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Quote note (#275)

From James C. Bennett’s indispensable book The Anglosphere Challenge: Why the English-Speaking Nations Will Lead the Way in the Twenty-First Century (2004), on the genealogy of the Neocameral State (though he doesn’t call it that):

The lowering of transaction costs for international financial activities in the 1960s started to allow major corporations and banks to take advantage of the lower tax and regulatory burdens of tax havens such as the Netherlands Antilles. Corporations became sophisticated consumers of “sovereign services,” in this case, venue of incorporation. In doing so, they built on a trend started by 1920s shipowners, who had increasingly sought Panamanian and Liberian registry for their ships.

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August 17, 2016admin 66 Comments »
FILED UNDER :Political economy
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Neocameralism #1

Clippings from this, end-2007 Moldbug Neocameralism essay (with minimal commentary):

It is very hard to show that any new form of government is superior to that practiced now. It is even harder to show that any new form of government is superior to any practiced ever. […] Nonetheless, unless these problems are not just hard but actually unsolvable, innovation in the form of government is possible. … Certainly, the very idea of innovation in government should not frighten you. If it does, there is no point at all in thinking about government. This is conservatism to the point of mental disorder. I simply cannot contend with it, and I refuse to try. If you cannot set yourself outside your own beliefs and prejudices, you are not capable of normal civilized discourse.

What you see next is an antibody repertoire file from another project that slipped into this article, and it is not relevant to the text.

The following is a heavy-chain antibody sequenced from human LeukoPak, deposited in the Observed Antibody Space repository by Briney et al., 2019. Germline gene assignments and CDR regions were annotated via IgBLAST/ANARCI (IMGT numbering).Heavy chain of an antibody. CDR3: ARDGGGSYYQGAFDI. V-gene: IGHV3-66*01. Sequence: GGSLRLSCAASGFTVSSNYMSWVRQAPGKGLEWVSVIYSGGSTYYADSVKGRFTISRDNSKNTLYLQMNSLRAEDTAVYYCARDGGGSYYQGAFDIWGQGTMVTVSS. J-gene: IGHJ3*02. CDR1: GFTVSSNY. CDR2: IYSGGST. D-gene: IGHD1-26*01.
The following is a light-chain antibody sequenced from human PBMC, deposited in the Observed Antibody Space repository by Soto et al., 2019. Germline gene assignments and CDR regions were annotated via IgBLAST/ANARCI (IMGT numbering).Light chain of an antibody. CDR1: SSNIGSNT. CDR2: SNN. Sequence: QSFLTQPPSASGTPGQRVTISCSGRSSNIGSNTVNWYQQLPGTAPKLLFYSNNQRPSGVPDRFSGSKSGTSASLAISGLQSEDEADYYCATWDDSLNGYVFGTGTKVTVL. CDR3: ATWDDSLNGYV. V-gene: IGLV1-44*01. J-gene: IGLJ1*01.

Neocameralism is not (simply) reactionary because it has never been fully instantiated up to this time. It is a proposed political-economic innovation.

Let’s start with my ideal world – the world of thousands, preferably even tens of thousands, of neocameralist city-states and ministates, or neostates. The organizations which own and operate these neostates are for-profit sovereign corporations, or sovcorps. For the moment, let’s assume a one-to-one mapping between sovcorp and neostate. […] Let’s pin down the neocameralist dramatis personae by identifying the people who work for a sovcorp as its agents, the people or organizations which collectively own it as its subscribers, and the people who live in its neostate as its residents.

A Neocameral ‘neostate’ is not owned by its residents or its agents. Its ‘monarch’ (or ‘CEO’) is an executive appointment. (90% of all confusion about Neocameralism, and Neoreaction in general, stems from a failure to grasp this elementary point.) Note: ‘subscribers’ (plural). More coming on this immediately.

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June 29, 2016admin 168 Comments »
FILED UNDER :Neoreaction

The Deal

NRx repudiates public politics. Turn that around, and it’s the thesis: Politics happens in private.

Specifically — as a political philosophy — NRx advocates the privatization of government. It makes a public case for that, in the abstract, but only for purposes of informational and theoretical optimization. It is not, ever, doing politics in public, but only thinking about it under conditions of minimal intelligence security. Concrete execution of political strategy occurs through private deals.

The currency of such deals was formalized by Mencius Moldbug, as primary (or fungible sovereign) property. It corresponds to the conversion — whether notional or actual — of hard power into business assets. This conversion is what ‘formalism’ means. It’s an important contribution to political philosophy, and political economy, but it’s also a negotiating position.